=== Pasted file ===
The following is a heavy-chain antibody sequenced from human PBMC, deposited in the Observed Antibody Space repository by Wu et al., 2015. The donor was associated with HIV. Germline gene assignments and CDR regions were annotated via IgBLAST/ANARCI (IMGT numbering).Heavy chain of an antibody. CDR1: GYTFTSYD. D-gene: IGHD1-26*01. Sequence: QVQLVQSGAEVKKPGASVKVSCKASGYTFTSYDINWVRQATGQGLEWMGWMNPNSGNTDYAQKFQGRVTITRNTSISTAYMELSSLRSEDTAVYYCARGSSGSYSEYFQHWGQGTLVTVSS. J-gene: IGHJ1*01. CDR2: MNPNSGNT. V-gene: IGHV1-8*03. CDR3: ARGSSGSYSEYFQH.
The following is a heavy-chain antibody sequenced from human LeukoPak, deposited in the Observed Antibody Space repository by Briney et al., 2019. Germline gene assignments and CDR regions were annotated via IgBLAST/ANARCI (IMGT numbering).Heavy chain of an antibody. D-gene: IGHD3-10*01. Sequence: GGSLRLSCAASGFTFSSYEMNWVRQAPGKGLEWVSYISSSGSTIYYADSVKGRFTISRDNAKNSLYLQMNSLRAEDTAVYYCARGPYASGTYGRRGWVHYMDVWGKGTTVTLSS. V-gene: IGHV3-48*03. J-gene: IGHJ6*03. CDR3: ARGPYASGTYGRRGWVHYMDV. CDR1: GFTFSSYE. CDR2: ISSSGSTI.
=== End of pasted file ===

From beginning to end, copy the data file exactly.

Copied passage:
The following is a heavy-chain antibody sequenced from human PBMC, deposited in the Observed Antibody Space repository by Wu et al., 2015. The donor was associated with HIV. Germline gene assignments and CDR regions were annotated via IgBLAST/ANARCI (IMGT numbering).Heavy chain of an antibody. CDR1: GYTFTSYD. D-gene: IGHD1-26*01. Sequence: QVQLVQSGAEVKKPGASVKVSCKASGYTFTSYDINWVRQATGQGLEWMGWMNPNSGNTDYAQKFQGRVTITRNTSISTAYMELSSLRSEDTAVYYCARGSSGSYSEYFQHWGQGTLVTVSS. J-gene: IGHJ1*01. CDR2: MNPNSGNT. V-gene: IGHV1-8*03. CDR3: ARGSSGSYSEYFQH.
The following is a heavy-chain antibody sequenced from human LeukoPak, deposited in the Observed Antibody Space repository by Briney et al., 2019. Germline gene assignments and CDR regions were annotated via IgBLAST/ANARCI (IMGT numbering).Heavy chain of an antibody. D-gene: IGHD3-10*01. Sequence: GGSLRLSCAASGFTFSSYEMNWVRQAPGKGLEWVSYISSSGSTIYYADSVKGRFTISRDNAKNSLYLQMNSLRAEDTAVYYCARGPYASGTYGRRGWVHYMDVWGKGTTVTLSS. V-gene: IGHV3-48*03. J-gene: IGHJ6*03. CDR3: ARGPYASGTYGRRGWVHYMDV. CDR1: GFTFSSYE. CDR2: ISSSGSTI.